SINGAPORE: The Workplace Safety and Health Council (WSHC) has said in its latest report that recent serious accidents could have been prevented if stakeholders had better planned their work and stayed vigilant.
It said that while there has been drop in the number of major incidents in the last six months in Singapore, there have been serious incidents which bring about grave concern to the council, especially in the months of July and August.
The statement is a clear reference to a major fire at the East Village Hotel and also the collapse of the scaffolding at the construction site of the Downtown Line in the Bugis area.
Six construction accidents and five fatalities occurred in July alone.
The Ministry of Manpower’s WSH Commissioner Ho Siong Hin said: "While the first half of the year saw a fall in the number of fatalities and major injuries, there have been a number of serious accidents recently in July and August.
"We are gravely concerned as similar issues are surfacing and workers are hurt in these accidents despite there being many lessons in the past."
Mr Ho said these injuries could have been prevented if stakeholders had planned their work better and were more vigilant.
He stressed that checks alone are not enough. Each individual needs to feel personally motivated to work safely.
To that end, MOM will work closely with the WSH Council to help workers learn how to work safely and raise safety concerns proactively.
Executive director of WSHC Lai Poon Liau said: "We are working with the construction sector —— the developers, the contractors and all the associations related to the construction industry —— and we are making sure that all their bosses and management—level people in the sector go out and demonstrate that safety is an important aspect of their business.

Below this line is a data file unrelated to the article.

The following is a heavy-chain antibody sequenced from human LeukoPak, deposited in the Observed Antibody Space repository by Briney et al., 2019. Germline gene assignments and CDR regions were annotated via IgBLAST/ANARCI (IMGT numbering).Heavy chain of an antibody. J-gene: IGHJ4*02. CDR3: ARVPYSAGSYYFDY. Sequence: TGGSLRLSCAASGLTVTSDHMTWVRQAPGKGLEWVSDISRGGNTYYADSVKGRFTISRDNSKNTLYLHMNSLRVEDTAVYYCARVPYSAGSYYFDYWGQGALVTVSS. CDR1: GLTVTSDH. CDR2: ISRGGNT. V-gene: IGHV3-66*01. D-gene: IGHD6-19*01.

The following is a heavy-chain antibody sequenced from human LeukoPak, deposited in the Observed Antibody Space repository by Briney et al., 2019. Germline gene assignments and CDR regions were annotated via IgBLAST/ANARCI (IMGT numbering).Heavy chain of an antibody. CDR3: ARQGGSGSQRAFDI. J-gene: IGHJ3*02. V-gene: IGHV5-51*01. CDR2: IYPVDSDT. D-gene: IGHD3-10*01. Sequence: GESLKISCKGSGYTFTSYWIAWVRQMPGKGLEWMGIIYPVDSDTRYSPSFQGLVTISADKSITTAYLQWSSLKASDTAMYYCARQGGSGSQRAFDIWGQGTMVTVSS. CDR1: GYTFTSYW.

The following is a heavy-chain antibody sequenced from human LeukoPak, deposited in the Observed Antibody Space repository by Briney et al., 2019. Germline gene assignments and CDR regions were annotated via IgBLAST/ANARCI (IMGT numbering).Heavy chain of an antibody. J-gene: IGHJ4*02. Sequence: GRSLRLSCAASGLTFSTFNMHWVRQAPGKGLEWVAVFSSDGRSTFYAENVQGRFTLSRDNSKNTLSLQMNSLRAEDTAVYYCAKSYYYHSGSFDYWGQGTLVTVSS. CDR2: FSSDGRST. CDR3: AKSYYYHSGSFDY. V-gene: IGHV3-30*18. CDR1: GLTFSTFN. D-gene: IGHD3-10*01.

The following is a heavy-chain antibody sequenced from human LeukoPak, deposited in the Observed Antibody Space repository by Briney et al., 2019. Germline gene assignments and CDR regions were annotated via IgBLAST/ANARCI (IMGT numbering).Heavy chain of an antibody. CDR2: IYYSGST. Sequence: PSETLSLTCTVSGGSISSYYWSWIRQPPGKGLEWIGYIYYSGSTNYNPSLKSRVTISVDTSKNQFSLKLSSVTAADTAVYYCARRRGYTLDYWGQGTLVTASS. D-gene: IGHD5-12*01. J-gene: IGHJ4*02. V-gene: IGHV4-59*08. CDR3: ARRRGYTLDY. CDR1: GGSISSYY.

"In fact, the workers have to work in a very high—risk environment. (They should) be mindful of their safety and if there are issues they cannot manage, they have to communicate back to management to make sure these issues are addressed."
Between January and June this year, there were 26 workplace fatalities, down from 31 in the same period last year.
246 major injuries were reported, a three per cent drop.
But for minor injuries, there were close to 5,000 cases, a 11.3 per cent increase.
Overall, workplace injuries which includes fatalities increased by 10.4 per cent.
WSHC says both bosses and workers have to play their part to ensure safety rules are observed.
Mr Lai said: "Management needs to be mindful that they play a critical role in making sure that all workers understand their expectations to work safely. They have to demonstrate this by having conversations with their workforce and impressing on them that they carry their work in a safe manner.
"Workers also have to play a role in making sure that they follow the rules and procedures set by companies. They have to be vigilant of any unsafe situations and behaviour around them and look after themselves and their fellow workers."
"There are many companies that have an English—speaking workforce or multi—lingual workforce, so each company has to cater to that and make sure that all their communications to workers can be understood," he added.
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